Even though DCS might seem subtle, it could be serious
We were in the Maldives for a seven-day liveaboard. Almost all the dives we did were deep, the currents were running, and often we found ourselves finning into them as we followed the guides, on the lookout for the sharks and rays this remarkable atoll is famous for. The trip was taking place during the rainy season, and we had already surfaced a few times in heavy downpours, with visibility on the surface reduced to a few metres.
SWIMMING FOR SAFETY
On the fifth day, we did two dives, and by about 4pm we were ready to jump in for number three. The water was soupy, green. Bottoming out at around 38 metres, we swam along the outer reef towards the entrance to the channel, which we approached from below the lip that marks the passage into the lagoon.
We ascended slowly up the lip to about 26 metres, feeling the strength of the current increasing as we climbed. But it was going the wrong way, not into the lagoon where the boat would meet us, but out to the open ocean. And it was very strong. Our regulators were rattling in our mouths, and as we cleared the top of the lip, we had to hold onto the rocky substrate to keep ourselves from being pulled off the reef.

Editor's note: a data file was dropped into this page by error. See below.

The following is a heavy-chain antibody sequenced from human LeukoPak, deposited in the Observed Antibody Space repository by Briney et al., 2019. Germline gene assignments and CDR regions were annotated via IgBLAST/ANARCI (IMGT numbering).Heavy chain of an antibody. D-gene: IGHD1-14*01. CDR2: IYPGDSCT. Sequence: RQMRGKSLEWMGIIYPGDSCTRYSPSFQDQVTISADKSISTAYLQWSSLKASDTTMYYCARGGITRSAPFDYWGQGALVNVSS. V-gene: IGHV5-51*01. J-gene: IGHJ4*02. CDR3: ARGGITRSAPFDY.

The guide called the dive, instructing everyone to start the ascent. We let go and the reef disappeared from view in a matter of seconds. It took us at least eight minutes to reach the surface, all of us making conservative safety stops on the way.
By the time we hit the surface, the current had pulled us a long way from the atoll. The boat, waiting for us in the prearranged spot, was now just a speck on the horizon. It was about 4.45pm, and we had about an hour and half of daylight left. Looking to the west, a squall was fast approaching. We calculated that we had about 20 minutes for the boat to pick us up before the rain hit, closing out the visibility and making it impossible for us to be seen.
With every second we were drifting further out into the Indian Ocean. All of us had our SMBs up, but the boat was too far away to spot them. We were finning in an attempt to remain where